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A couple years ago I was feeling lost. I had graduated college, had some money saved up, and I wanted to try something new. I’d been writing a humorous fashion blog for awhile and I’d been toying with the idea of taking the leap from writing funny things to performing funny things. Tina Fey has always been a huge inspiration for me and I remember reading an interview about how improv had changed her life and thinking, Hey, maybe improv would change my life too. I looked up Tina Fey’s bio on Wikipedia and found out she studied improv at The Second City, an acting school and theater in Chicago where many “Saturday Night Live” alums got their start. So I signed up a for a week-long immersion improv class and I bought a plane ticket to Chicago.

A little backstory: I’m a perfectionist. For most of my life I’ve worked hard to get better at things I’m already good at, and I’ve quickly abandoned any pursuits for which I don’t show a natural and immediate aptitude. This is why I’ve never learned French, and I’ve played hacky sack exactly once in my life. In high school I’d floated around the periphery of the drama department, designing a couple posters and painting a pickle barrel to resemble a Ming vase, but I’d never been on stage. Improv would be totally new experience for me, but secretly, I assumed I would be good at it because I’m generally pretty good at making people laugh. In my mind, being funny meant I would be good at improv.

And then I got to Chicago and something really funny happened: I sucked at improv.

There were about 20 people in my class, of all ages and all walks of life. Some had extensive backgrounds in acting and standup comedy, others were first-timers like me. We were all funny people, and we were eager to be funny, but as our teacher laid out the basics, it became obvious that improv is not necessarily about being funny, it’s about creating a reality with someone else. It’s about two people standing on an empty stage, one person saying “We are exploring the ocean in a submarine,” the other person replying, “Yes, and we’ve sprung a leak,” and so on and so forth. If that reality ends up being funny, that’s great, but if one person is trying too hard to be funny, it betrays that shared reality, and the scene will crumble.

In order to conjure a scene out of nothing, you have to completely surrender to the moment. You never know what’s coming next. This is the magic of improv, and it was the scariest thing in the world for a perfectionist control freak like me. Every exercise challenged us to let go of control and go with the flow. We’d have to step out in front of the class with a partner and pretend we were flirting in a bookstore, or maybe carry on an entire conversation using only questions. I’d get so freaked out by the immediacy of it that I would think of clever lines beforehand and try to fit them into whatever scene unfolded on stage. Improv requires you to stay in the present, which was so terrifying to me that I basically cheated my way through the first half of the week.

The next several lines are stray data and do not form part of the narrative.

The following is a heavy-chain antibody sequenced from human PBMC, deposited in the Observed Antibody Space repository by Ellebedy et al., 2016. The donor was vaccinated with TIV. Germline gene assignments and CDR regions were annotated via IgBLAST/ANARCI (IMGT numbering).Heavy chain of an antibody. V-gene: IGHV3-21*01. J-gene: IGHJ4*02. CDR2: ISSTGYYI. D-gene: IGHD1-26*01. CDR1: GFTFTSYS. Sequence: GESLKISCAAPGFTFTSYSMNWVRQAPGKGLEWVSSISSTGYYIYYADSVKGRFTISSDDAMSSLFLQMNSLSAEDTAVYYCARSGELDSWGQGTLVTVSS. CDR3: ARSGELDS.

The turning point for me was a scene one of the other students did with our teacher. The student was an older woman who been pretty quiet so far–she had participated in every activity but in this class full of clowns she had faded into the background. When it was her turn, she sat down on the floor next to the teacher and they started to create a scene together where they were sitting around a campfire, just talking. She didn’t try to be funny. Nobody laughed. And it was absolutely magical.

When I saw this woman being so present in the moment, and the way it created a genuine interaction between two characters–two people–I was inspired. Not only was it the most successful scene of the whole week, it changed my approach to improv and to life: I realized you can’t control the moment, and it’s a waste of time to try. For the rest of the week I stopped trying to come up with the perfect punchline. A few of my scenes were funny. A lot of them weren’t. The major difference? I was really listening to my scene partners, and living in our shared reality instead of trying to set myself up for a great line. I was diving into an experience knowing full well that I wouldn’t be the best at it. I was willing to fail.

That improv class changed my life, but not in the ways I expected. I saw my life as a scene, and sure, it had a few great lines, but if I didn’t release my perfectionist grip, it was going to get really stale, really fast. I don’t walk away from challenging experiences anymore; I run at them full speed, and sometimes I fall on my face. And you know what? I’ve learned to love the feeling of that fall, because if you don’t live in the moment, you’re not really living.

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